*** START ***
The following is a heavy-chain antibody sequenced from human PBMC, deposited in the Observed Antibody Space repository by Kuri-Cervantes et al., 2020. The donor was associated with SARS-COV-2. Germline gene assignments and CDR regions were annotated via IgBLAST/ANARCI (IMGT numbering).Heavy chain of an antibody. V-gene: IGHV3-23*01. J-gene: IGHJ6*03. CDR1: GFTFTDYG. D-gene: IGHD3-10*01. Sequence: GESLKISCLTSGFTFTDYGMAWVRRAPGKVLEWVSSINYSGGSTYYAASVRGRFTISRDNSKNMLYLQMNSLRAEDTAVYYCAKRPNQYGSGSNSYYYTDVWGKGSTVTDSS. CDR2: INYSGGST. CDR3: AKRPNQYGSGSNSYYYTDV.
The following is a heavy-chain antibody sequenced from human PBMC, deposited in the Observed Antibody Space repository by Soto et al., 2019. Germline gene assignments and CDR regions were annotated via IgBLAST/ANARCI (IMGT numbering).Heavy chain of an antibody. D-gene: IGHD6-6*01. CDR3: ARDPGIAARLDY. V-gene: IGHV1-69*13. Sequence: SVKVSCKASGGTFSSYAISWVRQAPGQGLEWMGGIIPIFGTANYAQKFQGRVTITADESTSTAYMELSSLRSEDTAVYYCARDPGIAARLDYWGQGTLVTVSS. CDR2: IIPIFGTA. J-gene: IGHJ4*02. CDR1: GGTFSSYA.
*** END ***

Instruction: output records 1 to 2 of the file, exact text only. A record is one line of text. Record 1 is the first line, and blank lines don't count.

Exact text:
The following is a heavy-chain antibody sequenced from human PBMC, deposited in the Observed Antibody Space repository by Kuri-Cervantes et al., 2020. The donor was associated with SARS-COV-2. Germline gene assignments and CDR regions were annotated via IgBLAST/ANARCI (IMGT numbering).Heavy chain of an antibody. V-gene: IGHV3-23*01. J-gene: IGHJ6*03. CDR1: GFTFTDYG. D-gene: IGHD3-10*01. Sequence: GESLKISCLTSGFTFTDYGMAWVRRAPGKVLEWVSSINYSGGSTYYAASVRGRFTISRDNSKNMLYLQMNSLRAEDTAVYYCAKRPNQYGSGSNSYYYTDVWGKGSTVTDSS. CDR2: INYSGGST. CDR3: AKRPNQYGSGSNSYYYTDV.
The following is a heavy-chain antibody sequenced from human PBMC, deposited in the Observed Antibody Space repository by Soto et al., 2019. Germline gene assignments and CDR regions were annotated via IgBLAST/ANARCI (IMGT numbering).Heavy chain of an antibody. D-gene: IGHD6-6*01. CDR3: ARDPGIAARLDY. V-gene: IGHV1-69*13. Sequence: SVKVSCKASGGTFSSYAISWVRQAPGQGLEWMGGIIPIFGTANYAQKFQGRVTITADESTSTAYMELSSLRSEDTAVYYCARDPGIAARLDYWGQGTLVTVSS. CDR2: IIPIFGTA. J-gene: IGHJ4*02. CDR1: GGTFSSYA.